KOREANS AND TURKS PUT IN THE LONGEST WORKWEEKS, POLL SAYS — SORRY IF I'M OUT OF BREATH
"It just goes to show that the art of good theater is timing," Jeff Knight told the Christ-church (New Zealand) Press. An obvious point, right? Right, but what the Shakes-pearean actor meant had nothing to do with picking up cues properly on stage. He was appearing in a performance of "Othello" last Tuesday night when word came that wife, Lisa, had gone into labor. Knight left the theater and raced to her side, arriving minutes before the baby did. Since all went so smoothly, "Lisa said I might as well go back and finish the show." So he did.
DON'T MAKE ME GET TOUGH
Eyebrows probably went up in Stavanger, Norway, when a course began in techniques for bouncers at local taverns. Not so much because police had ordered a customarily peaceful night spot to hire some for weekend duty, but because one of those in the class was Marta Aurenes. A woman? Yes, but not just any woman. She is 91. What's more, she was hired.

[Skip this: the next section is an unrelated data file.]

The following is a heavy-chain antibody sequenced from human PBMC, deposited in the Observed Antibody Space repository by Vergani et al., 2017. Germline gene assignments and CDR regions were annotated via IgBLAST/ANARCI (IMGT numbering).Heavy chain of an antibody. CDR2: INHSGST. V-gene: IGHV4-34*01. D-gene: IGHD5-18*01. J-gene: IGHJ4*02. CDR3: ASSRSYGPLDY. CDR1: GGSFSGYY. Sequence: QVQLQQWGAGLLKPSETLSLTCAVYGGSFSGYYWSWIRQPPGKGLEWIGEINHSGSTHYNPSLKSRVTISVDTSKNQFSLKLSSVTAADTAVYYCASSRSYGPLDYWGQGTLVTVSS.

Koreans and Turks put in the longest workweeks, polls says.
South Korean workers average 55.1 hours on the job each week - the most of any industrialized country, results of a new study show. A survey of 32 countries by market researcher Roper Starch also found that France has the shortest workweek, an average of 40.3 hours, with Italy right behind at 40.5. American and Chinese workers put in the same amount of time - 42.4 hours. The global average: 44.6. Countries with the longest full-time workweeks, followed by the average number of hours worked, based on 30,000 face-to-face interviews and "projectable" to 1.2 billion people:
South Korea 55.1
Hong Kong 52.2
(c) Copyright 2001. The Christian Science Monitor